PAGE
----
How to treat a Herniated Disc

Between each of our spinal vertebrae we have an intervertebral disc. These discs play an important role in the normal functioning of our spines. They act as shock absorbers, hold the vertebrae together and allow slight movement of the spine.

Every disc has a tough outer ring called the annulus fibrosus which acts to protect the gel-like substance inside each disc, otherwise known as the nucleus pulposus. Disc herniation occurs when the annulus fibrosus tears and allows the nucleus pulposus to escape. If a herniated disc presses onto the spinal cord or spinal nerves, it can cause pain and other nerve related symptoms.

CAUSES

  • Poor lifting techniques (bending forward with your low back, twisting)
  • Repetitive activities (lifting, bending, twisting)
  • Poor posture
  • Sedentary lifestyle (i.e sitting for long periods)
  • Age related wear and tear (disc degeneration)
  • Obesity

SYMPTOMS

The location of pain & other symptoms may vary depending on the location of the disc disruption and stage:

  • Neck &/or back pain
  • Burning, numbness, tingling in the neck, arms, hands, back, buttocks, legs or feet
  • Muscle spasm or cramping
  • Sciatica
  • Arm or leg weakness
  • Increased pain with sneezing, coughing or bending forward
Stage Description
Disc Degeneration Discs weaken in response to chemical changes. No herniation occurs.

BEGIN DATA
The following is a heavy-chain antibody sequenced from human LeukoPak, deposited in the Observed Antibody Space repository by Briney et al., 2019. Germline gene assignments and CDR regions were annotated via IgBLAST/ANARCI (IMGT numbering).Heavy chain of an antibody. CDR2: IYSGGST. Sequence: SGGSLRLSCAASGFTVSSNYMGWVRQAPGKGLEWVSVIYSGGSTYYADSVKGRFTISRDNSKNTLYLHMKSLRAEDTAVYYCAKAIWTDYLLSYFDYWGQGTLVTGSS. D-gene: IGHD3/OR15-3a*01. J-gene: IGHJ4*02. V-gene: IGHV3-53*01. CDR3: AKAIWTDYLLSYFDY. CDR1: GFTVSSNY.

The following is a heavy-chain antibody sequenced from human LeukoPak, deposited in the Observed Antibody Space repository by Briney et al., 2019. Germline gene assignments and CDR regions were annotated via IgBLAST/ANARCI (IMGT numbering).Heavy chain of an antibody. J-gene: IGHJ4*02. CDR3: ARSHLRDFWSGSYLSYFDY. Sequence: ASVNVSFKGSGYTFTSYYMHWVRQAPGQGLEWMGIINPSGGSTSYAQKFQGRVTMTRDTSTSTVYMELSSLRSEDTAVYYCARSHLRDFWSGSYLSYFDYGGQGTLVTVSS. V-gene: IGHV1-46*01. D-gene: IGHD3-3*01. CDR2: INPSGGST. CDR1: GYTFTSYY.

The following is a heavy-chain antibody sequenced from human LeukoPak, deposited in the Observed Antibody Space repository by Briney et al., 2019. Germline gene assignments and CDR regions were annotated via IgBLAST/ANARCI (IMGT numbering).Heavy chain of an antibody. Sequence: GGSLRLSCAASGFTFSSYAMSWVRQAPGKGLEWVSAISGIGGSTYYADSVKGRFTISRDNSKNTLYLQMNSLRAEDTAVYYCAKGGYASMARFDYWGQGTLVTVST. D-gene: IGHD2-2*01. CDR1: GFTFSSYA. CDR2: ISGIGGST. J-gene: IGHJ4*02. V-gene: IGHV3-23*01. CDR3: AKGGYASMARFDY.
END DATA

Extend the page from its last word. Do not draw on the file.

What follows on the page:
Disc Prolapse

“bulging/protruding”

Inner gel-like material pushes further into outer layer of disc and may cause some impingement into the spinal canal &/or nerves.
Disc Extrusion Gel-like material breaks through outer layer of wall but remains within the disc.
Disc Sequestration Gel-like material breaks through outer layer of wall and goes beyond disc into the spinal canal, causing nerve pain & inflammation.

DIAGNOSIS

Thorough medical history and physical exam obtained by a health care professional. In some cases X-rays, MRI and/or CT scans may be required to confirm the diagnosis and stage of disc herniation.

TREATMENT

Conservative care is normally the first protocol for the treatment of disc herniations. This may include stretching, active strengthening exercises, massage and ice and heat pack therapy. Other physical therapies such as Chiropractic care have also been deemed effective in improving clinical outcomes (Leeman et al, 2014) (Jordon J, 2009).

RESOUCES

Jordon J, Konstantinou K, O’Dowd J. Herniated lumbar disc. (2009). BMJ Clin Evid, 2009, 1118.
Leeman S, Peterson CK, Schmid C, Anklin B, Humphreys K. Outcomes of acute and chronic patients with magnetic resonance imaging-confirmed symptomatic lumbar disc herniation receiving high-velocity, low-amplitude spinal manipulation therapy: a prospective observational cohort study with one year follow-up. (2014). Journal of Manipulative and Physiologic Therapeutics, 37(3), 155-163. doi: 10.1016/j.jmpt.2013.12.011
Rodine RJ, Vernon H. Cervical radiculopathy: a systematic review on treatment by spinal manipulation and measurement with the Neck Disability Index. 2012. J Can Chiropr Assoc, 56(1), 18-28.